**Proceedings from the 12th Northern European Stata Conference **

The 2021 North European Stata Conference was held at the Karolinska Institutet in Stockholm on September 3, 2021. The meeting provided Stata users the opportunity to exchange ideas, experiences, and information on new applications of Stata. The presentations were of high academic quality and many attended. Below you find the abstracts and the slides used in each presentation. Metrika would like to thank the organizers -- Nicola Orsini and Matteo Bottai -- and the presenters for making this into such a successful meeting.

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**Estimating Geometric Rates with -strisk**-

Matteo Bottai, Karolinska Institutet

Incidence rates are popular summary measures of the occurrence over time of events of interest. They are also named mortality rates or failure rates, depending on the context. The incidence rate is defined as the ratio between total number of events and total follow-up time and can be estimated with the -strate- command. The incidence rate represents an average count per unit time, like for example average number of bacteria infections per year. It is an appropriate summary measure when the event of interest can occur multiple times on any given subject, like infections, but not for events that can occur only once, such as death. An appropriate summary measure of the latter type of events is the geometric rate, which represents a probability, or risk, per unit time, like for example the risk of dying in one year. This talk presents the -strisk- command for estimating geometric rates and illustrates its use and interpretation through a data example.

**Fitting Cox proportional hazards model for interval-censored ****event-time data in Stata**

Xiao Yang, Principal Statistician and Software Developer, StataCorp

In survival analysis, interval-censored event-time data occurs when the event of interest is not always observed exactly but is known to lie within some time interval. This type of data arises in many areas, including medical, epidemiological, economic, financial, and sociological studies. Ignoring interval-censoring will often lead to biased estimates. A semiparametric Cox proportional hazards regression model is used routinely to analyze uncensored and right-censored event-time data. It is also appealing for interval-censored data because it does not require any parametric assumptions about the baseline hazard function. Also, under the proportional-hazards assumption, the hazard ratios are constant over time. Semiparametric estimation of interval-censored event-time data is challenging because none of the event times are observed exactly. Thus, "semiparametric" modeling of these data often resorted to using spline methods or piecewise-exponential models for the baseline hazard function. Genuine semiparametric modeling of interval-censored event-time data was not available until recent methodological advances, which are implemented in the -stintcox- command.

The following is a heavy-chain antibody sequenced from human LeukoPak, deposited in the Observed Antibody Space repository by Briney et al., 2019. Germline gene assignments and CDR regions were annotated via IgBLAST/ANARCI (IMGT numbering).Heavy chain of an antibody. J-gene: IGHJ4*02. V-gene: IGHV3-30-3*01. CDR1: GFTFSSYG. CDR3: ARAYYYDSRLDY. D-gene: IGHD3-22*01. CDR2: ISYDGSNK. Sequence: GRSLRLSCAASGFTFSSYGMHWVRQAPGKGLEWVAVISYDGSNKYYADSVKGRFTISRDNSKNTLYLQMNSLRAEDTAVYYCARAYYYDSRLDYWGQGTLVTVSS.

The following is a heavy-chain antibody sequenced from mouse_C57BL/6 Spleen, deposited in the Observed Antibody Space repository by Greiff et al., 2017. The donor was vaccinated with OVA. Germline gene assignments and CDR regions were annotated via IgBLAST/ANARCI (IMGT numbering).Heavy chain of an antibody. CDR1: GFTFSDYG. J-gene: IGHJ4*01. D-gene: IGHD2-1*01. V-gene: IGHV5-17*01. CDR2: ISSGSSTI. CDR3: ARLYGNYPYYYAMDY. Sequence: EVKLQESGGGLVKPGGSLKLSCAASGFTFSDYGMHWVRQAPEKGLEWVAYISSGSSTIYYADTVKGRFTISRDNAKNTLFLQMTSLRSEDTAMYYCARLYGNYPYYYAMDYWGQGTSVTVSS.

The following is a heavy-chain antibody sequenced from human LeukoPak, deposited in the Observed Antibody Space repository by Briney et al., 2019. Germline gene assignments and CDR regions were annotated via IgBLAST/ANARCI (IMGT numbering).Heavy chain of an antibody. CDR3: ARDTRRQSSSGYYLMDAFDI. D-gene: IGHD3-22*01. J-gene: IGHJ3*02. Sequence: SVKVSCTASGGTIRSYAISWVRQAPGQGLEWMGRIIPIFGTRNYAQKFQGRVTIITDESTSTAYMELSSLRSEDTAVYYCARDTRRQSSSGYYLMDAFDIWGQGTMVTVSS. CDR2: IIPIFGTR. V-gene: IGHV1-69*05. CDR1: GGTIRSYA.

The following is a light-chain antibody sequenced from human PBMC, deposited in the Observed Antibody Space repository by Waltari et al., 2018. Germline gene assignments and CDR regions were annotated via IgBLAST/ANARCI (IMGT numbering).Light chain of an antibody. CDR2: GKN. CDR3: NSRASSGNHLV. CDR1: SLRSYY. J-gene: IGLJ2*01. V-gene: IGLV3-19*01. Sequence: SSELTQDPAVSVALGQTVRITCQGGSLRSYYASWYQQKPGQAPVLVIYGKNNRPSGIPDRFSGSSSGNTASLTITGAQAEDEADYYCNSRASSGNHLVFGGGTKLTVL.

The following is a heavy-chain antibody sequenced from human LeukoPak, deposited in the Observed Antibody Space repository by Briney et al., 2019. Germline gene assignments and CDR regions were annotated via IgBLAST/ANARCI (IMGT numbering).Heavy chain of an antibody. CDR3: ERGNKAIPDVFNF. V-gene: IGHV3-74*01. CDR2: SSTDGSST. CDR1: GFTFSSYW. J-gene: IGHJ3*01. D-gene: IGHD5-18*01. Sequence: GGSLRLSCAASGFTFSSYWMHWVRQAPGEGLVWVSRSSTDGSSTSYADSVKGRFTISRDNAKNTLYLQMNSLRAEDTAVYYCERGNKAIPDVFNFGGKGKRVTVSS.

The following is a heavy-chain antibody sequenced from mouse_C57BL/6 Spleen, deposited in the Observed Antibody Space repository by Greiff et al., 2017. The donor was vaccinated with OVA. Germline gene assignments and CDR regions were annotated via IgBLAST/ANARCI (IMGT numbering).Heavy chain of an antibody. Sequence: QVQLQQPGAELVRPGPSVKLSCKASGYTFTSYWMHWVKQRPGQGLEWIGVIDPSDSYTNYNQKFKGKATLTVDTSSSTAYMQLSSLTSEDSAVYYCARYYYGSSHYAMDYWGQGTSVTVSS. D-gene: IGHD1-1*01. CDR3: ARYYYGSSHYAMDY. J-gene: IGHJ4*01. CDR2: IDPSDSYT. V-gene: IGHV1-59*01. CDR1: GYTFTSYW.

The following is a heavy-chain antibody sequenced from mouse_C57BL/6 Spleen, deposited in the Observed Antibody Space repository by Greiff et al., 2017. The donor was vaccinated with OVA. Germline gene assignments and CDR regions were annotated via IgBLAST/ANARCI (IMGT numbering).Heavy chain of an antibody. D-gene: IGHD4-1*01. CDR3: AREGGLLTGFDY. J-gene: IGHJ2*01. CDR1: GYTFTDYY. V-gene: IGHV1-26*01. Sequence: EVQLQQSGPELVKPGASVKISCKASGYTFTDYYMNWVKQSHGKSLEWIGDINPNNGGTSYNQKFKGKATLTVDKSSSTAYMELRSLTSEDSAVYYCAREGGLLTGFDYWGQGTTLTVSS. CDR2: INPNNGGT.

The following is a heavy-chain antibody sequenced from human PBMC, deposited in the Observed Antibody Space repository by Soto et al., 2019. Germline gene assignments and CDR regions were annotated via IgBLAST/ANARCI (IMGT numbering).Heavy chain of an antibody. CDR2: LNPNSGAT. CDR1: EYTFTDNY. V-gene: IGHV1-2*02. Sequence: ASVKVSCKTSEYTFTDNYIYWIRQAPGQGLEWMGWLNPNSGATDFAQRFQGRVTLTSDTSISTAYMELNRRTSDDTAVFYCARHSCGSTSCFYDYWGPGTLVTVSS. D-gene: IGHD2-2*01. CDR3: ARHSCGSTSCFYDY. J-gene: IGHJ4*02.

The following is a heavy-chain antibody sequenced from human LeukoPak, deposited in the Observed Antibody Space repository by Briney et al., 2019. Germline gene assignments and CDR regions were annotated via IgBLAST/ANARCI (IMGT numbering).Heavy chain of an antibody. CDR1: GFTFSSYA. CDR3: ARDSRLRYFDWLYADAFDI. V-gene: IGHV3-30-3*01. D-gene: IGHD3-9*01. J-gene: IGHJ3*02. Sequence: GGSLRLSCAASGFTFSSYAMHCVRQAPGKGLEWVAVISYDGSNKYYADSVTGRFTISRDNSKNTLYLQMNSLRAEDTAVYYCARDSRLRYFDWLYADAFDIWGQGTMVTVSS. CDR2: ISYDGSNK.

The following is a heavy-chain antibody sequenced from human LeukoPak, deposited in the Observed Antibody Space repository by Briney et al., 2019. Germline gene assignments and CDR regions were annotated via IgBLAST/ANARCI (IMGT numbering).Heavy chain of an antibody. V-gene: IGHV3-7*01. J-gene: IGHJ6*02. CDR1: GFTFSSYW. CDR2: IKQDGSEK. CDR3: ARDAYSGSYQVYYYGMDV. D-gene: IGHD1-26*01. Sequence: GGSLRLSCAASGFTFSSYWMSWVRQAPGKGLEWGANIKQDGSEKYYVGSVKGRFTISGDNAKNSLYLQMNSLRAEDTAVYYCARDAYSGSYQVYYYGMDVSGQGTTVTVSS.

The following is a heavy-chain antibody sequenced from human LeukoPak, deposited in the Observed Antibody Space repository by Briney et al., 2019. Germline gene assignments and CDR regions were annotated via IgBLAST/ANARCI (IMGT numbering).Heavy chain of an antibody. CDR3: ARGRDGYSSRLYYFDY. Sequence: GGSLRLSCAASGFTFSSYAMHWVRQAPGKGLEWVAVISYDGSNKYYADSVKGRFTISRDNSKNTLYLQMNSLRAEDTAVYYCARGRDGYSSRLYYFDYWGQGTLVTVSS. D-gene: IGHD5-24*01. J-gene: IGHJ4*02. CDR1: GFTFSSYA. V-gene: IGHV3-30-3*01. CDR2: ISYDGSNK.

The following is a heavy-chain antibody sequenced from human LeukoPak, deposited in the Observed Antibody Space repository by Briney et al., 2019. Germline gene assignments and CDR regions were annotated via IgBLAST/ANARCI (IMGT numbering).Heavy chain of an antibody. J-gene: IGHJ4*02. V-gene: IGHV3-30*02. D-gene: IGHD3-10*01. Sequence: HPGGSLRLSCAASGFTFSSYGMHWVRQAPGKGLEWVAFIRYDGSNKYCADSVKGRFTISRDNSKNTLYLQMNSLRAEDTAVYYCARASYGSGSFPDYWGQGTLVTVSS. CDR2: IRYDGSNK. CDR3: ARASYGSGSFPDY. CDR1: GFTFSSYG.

**Modeling long-term survival after surgery for esophageal cancer with -mlexp- command**